The first is a comment made by Gavin Schmidt (climatologist and climate modeler at the NASA Goddard Institute for Space Studies—GISS). He is one of the contributors to the website RealClimate. The following quotes are from the thread of the RealClimate post Decadal predictions. At comment 49, dated 30 Sep 2009 at 6:18 AM, a blogger posed this question:

If a single simulation is not a good predictor of reality how can the average of many simulations, each of which is a poor predictor of reality, be a better predictor, or indeed claim to have any residual of reality?

Gavin Schmidt replied with a general discussion of models:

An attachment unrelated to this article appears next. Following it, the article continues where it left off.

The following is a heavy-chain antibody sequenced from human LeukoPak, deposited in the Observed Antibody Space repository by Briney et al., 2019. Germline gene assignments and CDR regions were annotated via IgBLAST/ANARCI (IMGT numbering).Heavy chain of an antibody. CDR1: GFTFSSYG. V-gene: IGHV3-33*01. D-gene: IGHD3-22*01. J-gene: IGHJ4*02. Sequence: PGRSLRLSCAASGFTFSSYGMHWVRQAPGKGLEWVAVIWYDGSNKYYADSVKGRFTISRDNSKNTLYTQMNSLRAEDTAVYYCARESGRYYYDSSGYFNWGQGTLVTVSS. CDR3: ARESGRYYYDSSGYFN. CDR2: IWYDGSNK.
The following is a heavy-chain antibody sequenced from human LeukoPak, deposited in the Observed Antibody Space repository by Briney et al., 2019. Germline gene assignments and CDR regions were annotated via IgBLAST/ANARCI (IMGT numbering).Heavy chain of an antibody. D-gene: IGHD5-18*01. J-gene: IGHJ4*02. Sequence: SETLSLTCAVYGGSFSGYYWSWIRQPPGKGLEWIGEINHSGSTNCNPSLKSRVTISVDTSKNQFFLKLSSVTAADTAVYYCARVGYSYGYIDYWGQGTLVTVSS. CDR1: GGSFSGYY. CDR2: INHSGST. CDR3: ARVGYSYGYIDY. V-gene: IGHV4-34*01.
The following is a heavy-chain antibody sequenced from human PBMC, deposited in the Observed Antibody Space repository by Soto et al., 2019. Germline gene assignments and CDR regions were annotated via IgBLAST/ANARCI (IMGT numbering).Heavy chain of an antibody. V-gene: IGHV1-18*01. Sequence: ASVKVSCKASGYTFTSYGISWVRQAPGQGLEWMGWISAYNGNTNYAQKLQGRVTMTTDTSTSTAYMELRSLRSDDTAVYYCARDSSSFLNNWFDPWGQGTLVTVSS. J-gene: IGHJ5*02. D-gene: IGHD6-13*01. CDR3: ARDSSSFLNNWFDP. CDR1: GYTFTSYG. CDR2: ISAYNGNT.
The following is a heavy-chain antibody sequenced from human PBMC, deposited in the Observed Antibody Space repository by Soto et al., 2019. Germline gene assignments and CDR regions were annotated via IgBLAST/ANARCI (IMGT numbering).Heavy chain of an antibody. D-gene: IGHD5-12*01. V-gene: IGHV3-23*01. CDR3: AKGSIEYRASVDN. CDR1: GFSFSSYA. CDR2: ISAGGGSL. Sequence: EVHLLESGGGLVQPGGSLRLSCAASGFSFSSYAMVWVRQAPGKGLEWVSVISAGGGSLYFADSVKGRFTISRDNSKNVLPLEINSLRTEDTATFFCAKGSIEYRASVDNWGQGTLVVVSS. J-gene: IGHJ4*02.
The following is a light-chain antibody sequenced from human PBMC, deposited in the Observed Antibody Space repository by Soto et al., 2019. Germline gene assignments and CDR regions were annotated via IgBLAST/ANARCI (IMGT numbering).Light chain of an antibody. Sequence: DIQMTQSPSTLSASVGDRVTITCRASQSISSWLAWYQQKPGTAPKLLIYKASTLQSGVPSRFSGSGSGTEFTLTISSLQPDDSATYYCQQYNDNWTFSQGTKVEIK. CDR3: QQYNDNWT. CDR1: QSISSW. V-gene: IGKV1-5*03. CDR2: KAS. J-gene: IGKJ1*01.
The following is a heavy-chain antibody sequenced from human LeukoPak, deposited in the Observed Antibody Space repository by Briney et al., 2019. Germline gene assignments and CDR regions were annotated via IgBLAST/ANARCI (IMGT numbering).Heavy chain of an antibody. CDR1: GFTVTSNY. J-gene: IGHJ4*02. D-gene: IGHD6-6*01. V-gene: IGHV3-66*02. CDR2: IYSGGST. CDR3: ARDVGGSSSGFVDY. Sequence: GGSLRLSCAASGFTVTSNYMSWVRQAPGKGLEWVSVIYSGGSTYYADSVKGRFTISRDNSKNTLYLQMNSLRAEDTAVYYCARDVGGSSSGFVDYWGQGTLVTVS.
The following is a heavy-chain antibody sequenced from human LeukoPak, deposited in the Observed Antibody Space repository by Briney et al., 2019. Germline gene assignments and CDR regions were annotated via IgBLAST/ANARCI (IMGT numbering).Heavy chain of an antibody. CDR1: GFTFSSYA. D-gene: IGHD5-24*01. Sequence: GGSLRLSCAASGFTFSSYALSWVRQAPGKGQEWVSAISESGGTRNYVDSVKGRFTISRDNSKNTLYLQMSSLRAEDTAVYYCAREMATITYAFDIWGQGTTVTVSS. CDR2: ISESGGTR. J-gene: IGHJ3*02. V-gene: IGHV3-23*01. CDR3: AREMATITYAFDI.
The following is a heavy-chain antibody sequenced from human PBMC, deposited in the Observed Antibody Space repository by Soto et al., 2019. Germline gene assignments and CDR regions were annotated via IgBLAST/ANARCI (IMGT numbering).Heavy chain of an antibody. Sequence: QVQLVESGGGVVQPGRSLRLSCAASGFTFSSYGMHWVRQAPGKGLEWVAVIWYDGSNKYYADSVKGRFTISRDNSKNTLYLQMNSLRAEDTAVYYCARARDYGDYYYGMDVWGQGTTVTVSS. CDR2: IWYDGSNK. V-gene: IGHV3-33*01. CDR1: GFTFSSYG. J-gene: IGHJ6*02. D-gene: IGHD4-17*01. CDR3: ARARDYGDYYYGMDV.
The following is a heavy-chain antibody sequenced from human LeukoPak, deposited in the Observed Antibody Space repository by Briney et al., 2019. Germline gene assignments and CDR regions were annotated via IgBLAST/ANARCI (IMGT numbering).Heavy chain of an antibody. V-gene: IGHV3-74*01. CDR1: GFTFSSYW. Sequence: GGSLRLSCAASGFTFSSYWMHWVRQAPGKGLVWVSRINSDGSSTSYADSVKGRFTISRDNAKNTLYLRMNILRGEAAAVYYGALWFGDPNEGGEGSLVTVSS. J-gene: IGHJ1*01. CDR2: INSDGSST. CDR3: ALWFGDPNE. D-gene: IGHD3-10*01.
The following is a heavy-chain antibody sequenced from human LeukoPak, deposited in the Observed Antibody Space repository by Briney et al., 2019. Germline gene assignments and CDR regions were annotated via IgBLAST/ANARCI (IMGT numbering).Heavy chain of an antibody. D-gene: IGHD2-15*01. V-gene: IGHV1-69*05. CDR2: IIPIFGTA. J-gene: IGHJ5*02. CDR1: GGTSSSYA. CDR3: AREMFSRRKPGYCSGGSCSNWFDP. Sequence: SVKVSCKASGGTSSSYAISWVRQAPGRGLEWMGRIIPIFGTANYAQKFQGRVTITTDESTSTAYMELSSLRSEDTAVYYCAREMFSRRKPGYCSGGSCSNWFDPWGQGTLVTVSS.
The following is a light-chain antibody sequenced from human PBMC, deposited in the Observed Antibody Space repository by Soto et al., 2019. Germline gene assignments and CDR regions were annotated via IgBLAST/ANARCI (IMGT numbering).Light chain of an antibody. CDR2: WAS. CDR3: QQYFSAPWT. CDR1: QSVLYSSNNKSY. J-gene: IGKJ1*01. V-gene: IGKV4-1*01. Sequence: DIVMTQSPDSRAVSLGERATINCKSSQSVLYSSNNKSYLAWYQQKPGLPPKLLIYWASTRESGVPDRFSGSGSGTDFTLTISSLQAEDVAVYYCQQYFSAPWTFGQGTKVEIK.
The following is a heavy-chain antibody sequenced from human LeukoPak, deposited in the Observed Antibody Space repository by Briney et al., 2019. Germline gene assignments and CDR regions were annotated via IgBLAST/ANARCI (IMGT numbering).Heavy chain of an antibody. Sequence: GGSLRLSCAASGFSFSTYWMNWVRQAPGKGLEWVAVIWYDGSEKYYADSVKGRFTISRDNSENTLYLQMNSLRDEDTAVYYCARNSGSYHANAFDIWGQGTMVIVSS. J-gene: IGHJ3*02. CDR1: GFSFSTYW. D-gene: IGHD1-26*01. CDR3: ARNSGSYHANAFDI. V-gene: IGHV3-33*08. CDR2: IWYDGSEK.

Any single realisation can be thought of as being made up of two components – a forced signal and a random realisation of the internal variability (‘noise’). By definition the random component will uncorrelated across different realisations and when you average together many examples you get the forced component (i.e. the ensemble mean).

To paraphrase Gavin Schmidt, we’re not interested in the random component (noise) inherent in the individual simulations; we’re interested in the forced component, which represents the modeler’s best guess of the effects of manmade greenhouse gases on the variable being simulated.

The quote by Gavin Schmidt is supported by a similar statement from the National Center for Atmospheric Research (NCAR). I’ve quoted the following in numerous blog posts and in my recently published ebook. Sometime over the past few months, NCAR elected to remove that educational webpage from its website. Luckily the Wayback Machine has a copy. NCAR wrote on that FAQ webpage that had been part of an introductory discussion about climate models (my boldface):